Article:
We also have a somewhat crudely executed depiction of Aleksei Mikhailovich on horseback, probably painted earlier than the foregoing portrait and unquestionably the work of an artist who was challenged by the conventions of Western perspective. One can sense this easily by comparing the picture with a contemporary engraving of the Persian Shah Abbas. The conventions of the portrait of a mounted ruler on a rearing horse are observed in the Muscovite example, but, significantly, the tsar bears a cross. One cannot help but be reminded of the icon of the "Blessed Host," where Ivan IV (if indeed it is he), is shown bearing a cross and wearing his royal robes rather than depicted in military garb and with weapons.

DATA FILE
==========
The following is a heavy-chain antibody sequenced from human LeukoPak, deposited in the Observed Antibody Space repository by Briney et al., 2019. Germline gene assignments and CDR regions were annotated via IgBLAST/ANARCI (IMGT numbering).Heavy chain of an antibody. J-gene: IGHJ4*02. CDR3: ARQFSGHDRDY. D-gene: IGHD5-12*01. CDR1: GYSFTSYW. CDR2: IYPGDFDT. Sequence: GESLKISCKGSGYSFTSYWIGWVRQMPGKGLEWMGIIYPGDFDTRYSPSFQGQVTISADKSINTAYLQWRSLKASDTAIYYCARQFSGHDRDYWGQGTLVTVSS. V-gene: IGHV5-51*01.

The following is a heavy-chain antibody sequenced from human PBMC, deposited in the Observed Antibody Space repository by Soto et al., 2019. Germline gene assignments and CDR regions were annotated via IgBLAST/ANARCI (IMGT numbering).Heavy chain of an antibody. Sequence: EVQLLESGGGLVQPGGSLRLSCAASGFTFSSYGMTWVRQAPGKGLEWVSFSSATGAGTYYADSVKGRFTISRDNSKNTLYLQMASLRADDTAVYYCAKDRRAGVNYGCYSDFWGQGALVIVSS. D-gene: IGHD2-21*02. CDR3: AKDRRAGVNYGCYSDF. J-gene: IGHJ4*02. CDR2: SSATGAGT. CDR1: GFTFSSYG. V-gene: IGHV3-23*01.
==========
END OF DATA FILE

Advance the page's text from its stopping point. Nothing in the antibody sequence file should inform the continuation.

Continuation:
There is abundant evidence that well before the "westernizing" reforms of Peter the Great (ruled 1682-1725; active reign begins ca. 1694), the court elite in Muscovy had been acquiring at least the superficial trappings of "western culture." We have already noted to ways in which those involved in diplomatic activity might have been so influenced. Travel abroad was not necessary for such exposure, given the increasing frequency of foreign embassies to Moscow and the growth of the foreign presence in the "Foreign Quarter," which housed merchants and families of foreign mercenaries. The Diplomatic Chancery became an important center for the translation of foreign books, although their repertoire was rather limited and their distribution even more so. One of the important sources of 'westernizing" influence was Ukraine, which increasingly became the source of educated Orthodox clerics for the Muscovite church. To a considerable degree what we think of as "western" style was in fact Polish fashion filtered through the Ukrainian elite. An example can be seen in the formal portrait (left) of the famous Ukrainian cossack hetman, Bohdan Khmelnits'kyi, who led the rebellion against Polish rule in Ukraine in 1648. He is shown with his mace of office, with his cloak open to display the handle of a sword. The inscription identifies him. A Polish portrait of Kryzstof Zbarazski, also from the mid-17th century, provides a perhaps more conventional example of the portrait genre. He is shown standing next to a table which serves as a prop. The tablecloth and his robe are of expensive (very possibly Turkish) brocade. His long cape is pulled back to show his sword. Baroque drapes fill the upper corners of the picture and an inscription in Latin informs the viewer that he is the penipotentiary ambassador to the Turks. Probably the portrait was painted to commemorate his appointment.